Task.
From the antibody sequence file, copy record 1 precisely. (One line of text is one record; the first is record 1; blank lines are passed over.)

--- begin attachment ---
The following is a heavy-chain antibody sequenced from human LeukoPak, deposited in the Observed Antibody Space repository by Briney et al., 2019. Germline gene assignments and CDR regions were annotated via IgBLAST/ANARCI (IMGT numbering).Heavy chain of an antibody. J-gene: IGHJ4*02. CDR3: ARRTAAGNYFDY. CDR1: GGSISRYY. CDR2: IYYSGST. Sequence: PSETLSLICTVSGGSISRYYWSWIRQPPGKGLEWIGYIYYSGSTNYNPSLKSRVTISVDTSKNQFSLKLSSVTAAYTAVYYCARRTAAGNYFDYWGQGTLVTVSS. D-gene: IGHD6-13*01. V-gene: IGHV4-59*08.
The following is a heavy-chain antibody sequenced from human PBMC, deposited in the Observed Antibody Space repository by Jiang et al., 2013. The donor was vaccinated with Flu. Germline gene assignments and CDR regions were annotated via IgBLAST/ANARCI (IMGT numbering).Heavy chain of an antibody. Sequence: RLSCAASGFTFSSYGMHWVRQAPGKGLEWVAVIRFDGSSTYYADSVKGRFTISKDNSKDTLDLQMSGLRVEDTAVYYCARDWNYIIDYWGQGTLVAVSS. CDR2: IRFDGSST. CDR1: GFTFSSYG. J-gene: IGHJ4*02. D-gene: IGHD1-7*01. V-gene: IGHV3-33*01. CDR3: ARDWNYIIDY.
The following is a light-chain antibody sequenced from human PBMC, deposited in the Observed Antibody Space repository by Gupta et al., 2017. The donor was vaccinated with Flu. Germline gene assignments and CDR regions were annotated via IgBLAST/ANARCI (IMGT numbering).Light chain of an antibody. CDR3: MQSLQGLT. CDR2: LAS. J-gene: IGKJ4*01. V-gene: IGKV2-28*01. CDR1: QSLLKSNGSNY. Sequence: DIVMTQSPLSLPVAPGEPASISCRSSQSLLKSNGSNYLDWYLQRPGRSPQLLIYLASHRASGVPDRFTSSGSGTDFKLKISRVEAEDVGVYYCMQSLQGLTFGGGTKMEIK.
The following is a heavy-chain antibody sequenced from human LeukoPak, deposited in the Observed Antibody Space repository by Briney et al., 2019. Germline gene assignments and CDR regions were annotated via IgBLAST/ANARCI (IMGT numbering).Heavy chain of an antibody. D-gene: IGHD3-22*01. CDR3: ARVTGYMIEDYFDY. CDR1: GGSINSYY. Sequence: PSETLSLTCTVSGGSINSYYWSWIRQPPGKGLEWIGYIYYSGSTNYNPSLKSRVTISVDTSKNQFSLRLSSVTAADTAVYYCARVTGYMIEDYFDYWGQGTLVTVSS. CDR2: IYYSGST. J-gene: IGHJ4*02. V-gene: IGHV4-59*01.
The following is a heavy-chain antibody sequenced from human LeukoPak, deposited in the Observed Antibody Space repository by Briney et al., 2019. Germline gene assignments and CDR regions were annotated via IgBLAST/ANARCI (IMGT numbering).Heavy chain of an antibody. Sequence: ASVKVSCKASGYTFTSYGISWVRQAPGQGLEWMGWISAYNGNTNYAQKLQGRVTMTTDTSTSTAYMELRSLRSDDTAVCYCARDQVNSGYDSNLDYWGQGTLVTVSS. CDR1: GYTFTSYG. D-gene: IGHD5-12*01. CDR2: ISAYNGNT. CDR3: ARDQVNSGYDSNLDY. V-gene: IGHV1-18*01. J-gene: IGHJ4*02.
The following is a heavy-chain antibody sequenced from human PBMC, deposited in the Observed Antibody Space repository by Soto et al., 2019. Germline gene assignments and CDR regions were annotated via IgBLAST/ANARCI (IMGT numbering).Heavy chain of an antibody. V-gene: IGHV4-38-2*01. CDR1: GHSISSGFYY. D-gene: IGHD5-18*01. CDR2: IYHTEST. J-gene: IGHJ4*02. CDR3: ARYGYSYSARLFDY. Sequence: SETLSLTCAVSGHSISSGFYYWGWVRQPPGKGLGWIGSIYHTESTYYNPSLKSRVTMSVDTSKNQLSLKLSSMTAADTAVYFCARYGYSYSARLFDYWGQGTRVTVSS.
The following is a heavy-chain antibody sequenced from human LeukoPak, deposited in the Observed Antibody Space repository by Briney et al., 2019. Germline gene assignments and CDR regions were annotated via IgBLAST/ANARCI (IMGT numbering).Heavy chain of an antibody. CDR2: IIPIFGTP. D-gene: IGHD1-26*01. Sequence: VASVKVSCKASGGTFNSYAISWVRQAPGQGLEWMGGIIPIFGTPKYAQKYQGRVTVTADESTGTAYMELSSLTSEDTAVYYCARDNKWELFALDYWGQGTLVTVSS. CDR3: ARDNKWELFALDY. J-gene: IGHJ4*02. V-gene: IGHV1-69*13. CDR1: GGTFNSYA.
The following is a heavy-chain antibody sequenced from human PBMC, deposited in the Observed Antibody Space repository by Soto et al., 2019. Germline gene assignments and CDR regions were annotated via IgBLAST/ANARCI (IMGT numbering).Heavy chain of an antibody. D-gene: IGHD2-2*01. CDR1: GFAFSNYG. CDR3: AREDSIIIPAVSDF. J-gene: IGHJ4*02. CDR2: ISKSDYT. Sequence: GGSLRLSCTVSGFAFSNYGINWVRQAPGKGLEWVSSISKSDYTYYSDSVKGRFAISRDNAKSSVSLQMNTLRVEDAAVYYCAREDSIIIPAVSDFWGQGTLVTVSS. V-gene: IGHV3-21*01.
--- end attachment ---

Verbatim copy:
The following is a heavy-chain antibody sequenced from human LeukoPak, deposited in the Observed Antibody Space repository by Briney et al., 2019. Germline gene assignments and CDR regions were annotated via IgBLAST/ANARCI (IMGT numbering).Heavy chain of an antibody. J-gene: IGHJ4*02. CDR3: ARRTAAGNYFDY. CDR1: GGSISRYY. CDR2: IYYSGST. Sequence: PSETLSLICTVSGGSISRYYWSWIRQPPGKGLEWIGYIYYSGSTNYNPSLKSRVTISVDTSKNQFSLKLSSVTAAYTAVYYCARRTAAGNYFDYWGQGTLVTVSS. D-gene: IGHD6-13*01. V-gene: IGHV4-59*08.